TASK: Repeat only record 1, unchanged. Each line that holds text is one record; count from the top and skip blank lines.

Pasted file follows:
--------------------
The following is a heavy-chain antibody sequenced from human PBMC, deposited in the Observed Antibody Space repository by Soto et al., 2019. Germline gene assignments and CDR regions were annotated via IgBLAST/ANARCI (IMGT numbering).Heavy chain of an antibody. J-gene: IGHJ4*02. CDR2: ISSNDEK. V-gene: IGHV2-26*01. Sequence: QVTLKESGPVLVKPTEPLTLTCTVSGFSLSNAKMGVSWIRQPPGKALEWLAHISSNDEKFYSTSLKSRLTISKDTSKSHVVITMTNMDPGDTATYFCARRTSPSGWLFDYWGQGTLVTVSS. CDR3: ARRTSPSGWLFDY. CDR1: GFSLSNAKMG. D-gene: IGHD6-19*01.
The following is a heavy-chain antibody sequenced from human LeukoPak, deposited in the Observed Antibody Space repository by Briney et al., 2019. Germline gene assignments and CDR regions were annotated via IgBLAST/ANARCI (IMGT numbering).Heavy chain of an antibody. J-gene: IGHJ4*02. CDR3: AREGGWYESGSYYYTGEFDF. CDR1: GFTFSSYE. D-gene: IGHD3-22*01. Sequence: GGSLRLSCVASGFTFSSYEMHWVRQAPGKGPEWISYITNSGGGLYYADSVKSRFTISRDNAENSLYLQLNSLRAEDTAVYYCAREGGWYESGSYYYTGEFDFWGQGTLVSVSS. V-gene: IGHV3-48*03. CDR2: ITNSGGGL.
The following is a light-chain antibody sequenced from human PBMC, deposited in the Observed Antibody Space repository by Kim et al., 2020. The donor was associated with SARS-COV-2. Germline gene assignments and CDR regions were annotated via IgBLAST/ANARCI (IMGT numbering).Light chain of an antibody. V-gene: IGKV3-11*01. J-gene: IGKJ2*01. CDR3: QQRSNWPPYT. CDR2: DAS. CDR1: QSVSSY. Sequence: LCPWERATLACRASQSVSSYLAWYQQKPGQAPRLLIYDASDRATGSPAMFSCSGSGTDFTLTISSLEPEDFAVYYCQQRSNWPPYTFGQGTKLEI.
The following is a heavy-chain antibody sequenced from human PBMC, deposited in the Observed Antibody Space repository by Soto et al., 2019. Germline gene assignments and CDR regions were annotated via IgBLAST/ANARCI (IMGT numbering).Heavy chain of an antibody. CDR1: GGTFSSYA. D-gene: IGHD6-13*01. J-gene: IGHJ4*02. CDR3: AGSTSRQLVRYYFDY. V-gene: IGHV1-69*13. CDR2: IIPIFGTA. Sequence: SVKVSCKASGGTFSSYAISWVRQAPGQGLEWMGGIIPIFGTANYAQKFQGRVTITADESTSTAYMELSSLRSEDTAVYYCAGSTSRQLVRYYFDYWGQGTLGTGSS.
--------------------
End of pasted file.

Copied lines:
The following is a heavy-chain antibody sequenced from human PBMC, deposited in the Observed Antibody Space repository by Soto et al., 2019. Germline gene assignments and CDR regions were annotated via IgBLAST/ANARCI (IMGT numbering).Heavy chain of an antibody. J-gene: IGHJ4*02. CDR2: ISSNDEK. V-gene: IGHV2-26*01. Sequence: QVTLKESGPVLVKPTEPLTLTCTVSGFSLSNAKMGVSWIRQPPGKALEWLAHISSNDEKFYSTSLKSRLTISKDTSKSHVVITMTNMDPGDTATYFCARRTSPSGWLFDYWGQGTLVTVSS. CDR3: ARRTSPSGWLFDY. CDR1: GFSLSNAKMG. D-gene: IGHD6-19*01.